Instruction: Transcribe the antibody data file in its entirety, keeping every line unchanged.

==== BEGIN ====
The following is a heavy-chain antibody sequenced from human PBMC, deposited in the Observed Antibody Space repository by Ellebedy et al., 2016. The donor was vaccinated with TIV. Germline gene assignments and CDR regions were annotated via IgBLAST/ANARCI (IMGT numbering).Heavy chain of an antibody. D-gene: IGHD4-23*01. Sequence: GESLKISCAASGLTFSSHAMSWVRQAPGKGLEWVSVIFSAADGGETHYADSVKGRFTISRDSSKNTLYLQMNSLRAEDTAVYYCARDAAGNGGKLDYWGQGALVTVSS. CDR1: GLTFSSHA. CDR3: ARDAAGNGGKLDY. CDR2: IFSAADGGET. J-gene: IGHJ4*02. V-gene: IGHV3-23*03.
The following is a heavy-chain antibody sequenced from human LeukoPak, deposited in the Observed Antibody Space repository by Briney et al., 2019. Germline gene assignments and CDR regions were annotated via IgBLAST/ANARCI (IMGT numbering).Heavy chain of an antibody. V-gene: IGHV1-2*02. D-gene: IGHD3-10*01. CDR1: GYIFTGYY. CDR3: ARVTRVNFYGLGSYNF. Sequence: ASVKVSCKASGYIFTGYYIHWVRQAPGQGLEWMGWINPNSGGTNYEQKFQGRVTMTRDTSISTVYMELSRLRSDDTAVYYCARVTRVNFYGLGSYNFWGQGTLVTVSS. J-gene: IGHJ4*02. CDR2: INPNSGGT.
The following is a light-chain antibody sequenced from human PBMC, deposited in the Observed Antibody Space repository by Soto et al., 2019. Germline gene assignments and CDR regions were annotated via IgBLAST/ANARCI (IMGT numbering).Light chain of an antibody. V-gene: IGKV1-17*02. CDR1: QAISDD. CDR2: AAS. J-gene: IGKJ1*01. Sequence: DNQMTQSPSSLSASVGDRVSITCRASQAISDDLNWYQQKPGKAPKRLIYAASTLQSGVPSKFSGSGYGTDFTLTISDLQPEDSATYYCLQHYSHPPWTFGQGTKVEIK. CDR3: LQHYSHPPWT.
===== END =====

The following is a heavy-chain antibody sequenced from human PBMC, deposited in the Observed Antibody Space repository by Ellebedy et al., 2016. The donor was vaccinated with TIV. Germline gene assignments and CDR regions were annotated via IgBLAST/ANARCI (IMGT numbering).Heavy chain of an antibody. D-gene: IGHD4-23*01. Sequence: GESLKISCAASGLTFSSHAMSWVRQAPGKGLEWVSVIFSAADGGETHYADSVKGRFTISRDSSKNTLYLQMNSLRAEDTAVYYCARDAAGNGGKLDYWGQGALVTVSS. CDR1: GLTFSSHA. CDR3: ARDAAGNGGKLDY. CDR2: IFSAADGGET. J-gene: IGHJ4*02. V-gene: IGHV3-23*03.
The following is a heavy-chain antibody sequenced from human LeukoPak, deposited in the Observed Antibody Space repository by Briney et al., 2019. Germline gene assignments and CDR regions were annotated via IgBLAST/ANARCI (IMGT numbering).Heavy chain of an antibody. V-gene: IGHV1-2*02. D-gene: IGHD3-10*01. CDR1: GYIFTGYY. CDR3: ARVTRVNFYGLGSYNF. Sequence: ASVKVSCKASGYIFTGYYIHWVRQAPGQGLEWMGWINPNSGGTNYEQKFQGRVTMTRDTSISTVYMELSRLRSDDTAVYYCARVTRVNFYGLGSYNFWGQGTLVTVSS. J-gene: IGHJ4*02. CDR2: INPNSGGT.
The following is a light-chain antibody sequenced from human PBMC, deposited in the Observed Antibody Space repository by Soto et al., 2019. Germline gene assignments and CDR regions were annotated via IgBLAST/ANARCI (IMGT numbering).Light chain of an antibody. V-gene: IGKV1-17*02. CDR1: QAISDD. CDR2: AAS. J-gene: IGKJ1*01. Sequence: DNQMTQSPSSLSASVGDRVSITCRASQAISDDLNWYQQKPGKAPKRLIYAASTLQSGVPSKFSGSGYGTDFTLTISDLQPEDSATYYCLQHYSHPPWTFGQGTKVEIK. CDR3: LQHYSHPPWT.